Emma Johnson

'The world's leading clarinettist' brings a touch of class to the Walled City Music Festival in Derry~Londonderry

This year's Walled City Music Festival came perilously close to simply not happening. When organisers turned up at Derry~Londonderry's Magee College campus, the festival's usual venue, they found maintenance work they had not been made aware of happening, rendering concerts impossible.

Cue mild panic, and a coruscating blog entry by influential classical shock-jock Norman Lebrecht ('Can this City of Culture be trusted to organise a drink in a bar?'). Ouch.

Undaunted, the Derry~Londonderry-born, US-based pianist Cathal Breslin, artistic director of the WCMF, upped sticks (and instruments) to First Derry Presbyterian Church, itself almost moribund from dry rot a decade ago, but now splendidly renovated.

Hardwood pew seats notwithstanding (standard issue in ecclesiastical venues), it's a super location for chamber music. The penultimate concert in this year's highly imaginative series features Emma Johnson, hailed by many as the world's leading clarinettist.

Johnson, a former BBC Young Musician of the Year, is technically a superb player, but there are plenty of those clogging the international recital circuit. What makes her different is her profound musicality, her ability to find the heart and soul of a composer's inspiration, and mediate it selflessly to an audience.

Her skills in this respect are perfectly showcased in Schumann's 'Op. 73 Fantasiestücke', where she glides effortlessly between the billowing lyricism characterising the opening movement, and the gentle wafts of melancholia that moderate its subtly shifting emotional landscape. In Johnson's rendering, the two merge gorgeously, imperceptibly one into the other.

Earlier, opening the programme, her treatment of a concertino by Tartini (arranged for clarinet by Gordon Jacobs) is an object lesson in how to make relatively slight music seem, momentarily at least, sharply attractive.

Johnson's trilled baroque embellishments of Tartini's melodic line are both tasteful and delectably clean technically: they burble with the sheer joy of playing her chosen instrument.

It's noticeable also in the Tartini how widely Johnson varies her dynamics, using shifts in volume to nuance and structure her presentation of the music. Like all the finest classical musicians, Johnson thinks in the longest musical paragraphs, with a clear and settled overview of the piece she's playing. It gives a rare security and satisfaction to a listener's journey through it.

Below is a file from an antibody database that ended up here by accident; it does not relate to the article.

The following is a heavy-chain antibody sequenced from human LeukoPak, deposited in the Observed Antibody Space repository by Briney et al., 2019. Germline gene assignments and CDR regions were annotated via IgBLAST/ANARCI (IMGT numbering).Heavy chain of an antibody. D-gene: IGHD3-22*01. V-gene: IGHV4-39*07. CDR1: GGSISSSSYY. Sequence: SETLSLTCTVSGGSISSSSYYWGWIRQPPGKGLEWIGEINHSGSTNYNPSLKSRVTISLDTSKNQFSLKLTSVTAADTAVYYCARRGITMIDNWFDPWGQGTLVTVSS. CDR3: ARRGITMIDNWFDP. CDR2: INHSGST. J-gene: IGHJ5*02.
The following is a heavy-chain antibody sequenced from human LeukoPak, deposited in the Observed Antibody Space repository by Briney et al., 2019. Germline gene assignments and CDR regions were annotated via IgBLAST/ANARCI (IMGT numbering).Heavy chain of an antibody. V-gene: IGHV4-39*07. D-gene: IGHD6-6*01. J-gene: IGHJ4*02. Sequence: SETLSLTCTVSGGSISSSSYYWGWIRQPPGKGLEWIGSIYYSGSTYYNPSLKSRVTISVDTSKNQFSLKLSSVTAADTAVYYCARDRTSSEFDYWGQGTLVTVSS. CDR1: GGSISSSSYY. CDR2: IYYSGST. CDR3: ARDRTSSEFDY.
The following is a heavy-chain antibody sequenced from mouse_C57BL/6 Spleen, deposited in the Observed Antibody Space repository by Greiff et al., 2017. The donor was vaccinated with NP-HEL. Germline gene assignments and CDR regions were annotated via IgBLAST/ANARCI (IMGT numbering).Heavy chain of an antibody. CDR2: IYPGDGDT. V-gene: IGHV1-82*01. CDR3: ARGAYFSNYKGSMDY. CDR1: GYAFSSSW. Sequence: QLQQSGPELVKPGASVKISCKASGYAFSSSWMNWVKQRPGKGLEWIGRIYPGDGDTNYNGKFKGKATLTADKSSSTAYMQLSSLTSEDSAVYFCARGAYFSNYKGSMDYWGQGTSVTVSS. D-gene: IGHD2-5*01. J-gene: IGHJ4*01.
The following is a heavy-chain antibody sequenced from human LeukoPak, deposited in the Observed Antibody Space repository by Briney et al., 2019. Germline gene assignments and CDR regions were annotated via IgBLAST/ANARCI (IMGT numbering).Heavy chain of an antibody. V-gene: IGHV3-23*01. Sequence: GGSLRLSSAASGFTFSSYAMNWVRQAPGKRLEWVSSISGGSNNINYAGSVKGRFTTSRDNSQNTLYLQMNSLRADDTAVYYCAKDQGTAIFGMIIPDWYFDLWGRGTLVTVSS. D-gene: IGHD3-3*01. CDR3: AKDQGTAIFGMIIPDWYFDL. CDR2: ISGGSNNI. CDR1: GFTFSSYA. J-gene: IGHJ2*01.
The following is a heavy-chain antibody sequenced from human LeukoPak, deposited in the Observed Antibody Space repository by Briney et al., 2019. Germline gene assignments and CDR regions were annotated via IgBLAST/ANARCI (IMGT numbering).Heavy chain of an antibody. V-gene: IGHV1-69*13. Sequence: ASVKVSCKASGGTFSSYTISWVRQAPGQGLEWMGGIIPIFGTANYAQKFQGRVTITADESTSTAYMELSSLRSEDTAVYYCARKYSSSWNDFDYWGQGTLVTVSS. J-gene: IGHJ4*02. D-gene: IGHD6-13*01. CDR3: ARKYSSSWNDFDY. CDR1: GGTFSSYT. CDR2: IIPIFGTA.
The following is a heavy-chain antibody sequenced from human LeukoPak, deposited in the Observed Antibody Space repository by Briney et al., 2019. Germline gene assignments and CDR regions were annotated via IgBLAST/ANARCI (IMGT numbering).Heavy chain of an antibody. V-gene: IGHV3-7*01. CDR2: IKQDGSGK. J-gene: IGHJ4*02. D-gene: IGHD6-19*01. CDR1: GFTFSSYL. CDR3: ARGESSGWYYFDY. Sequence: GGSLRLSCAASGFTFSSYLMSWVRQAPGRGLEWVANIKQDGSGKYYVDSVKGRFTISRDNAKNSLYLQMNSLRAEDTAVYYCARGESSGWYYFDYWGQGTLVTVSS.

Part one ends with Poulenc's 'Clarinet Sonata', a masterpiece written a year before the composer died in 1963 in Paris. Johnson rightly utilises a blunter, more constricted tone for the attacca of the opening movement.

A pinched nasality sharpens the effect of Poulenc's affrighted upward arpeggios, the music's jagged angularities no doubt emblematic of the composer's existential anxieties as death approaches, despite his devout Catholicism.

The sad, beautiful Romanza, the sonata's middle movement, has a keening quality mitigated by Johnson's velvety tonal quality. With the finale, though, it's back to the bustling, noisy boulevards that Poulenc loved so dearly. Johnson's playing here is brilliantly mercurial, full of mischief, acerbity and Parisian joie de vivre.

If nothing after the interval quite matches the impact of that stunning part one sequence, there's still plenty to relish musically. Finzi's 'Five Bagatelles' glow with mellow English pastoralism, Johnson is perkily observant in Stravinsky's succinct 'Three Pieces', and spins a luscious cantilena in a clarinet redaction of the famous 'Vocalise' by Rachmaninov.

Not even Johnson can make convincing music out of Giampieri's 'Il Carnevale di Venezia', however, a shamelessly virtuosic display piece which she dispatches in a blur of flying fingers. Benny Goodman's take on Paganini's '24th Caprice' is the jazzily entertaining encore.

Cork pianist Ciara Moroney accompanies beautifully throughout the evening, discreetly complementing Johnson's playing with her own tellingly sensitive contributions.

Overall this is an outstanding concert. A pity, therefore, that the audience isn't bigger (I counted about 40). Let's hope that the classical strand at next year's City of Culture celebrations is much more generously attended, and keeps the blog trolls silent.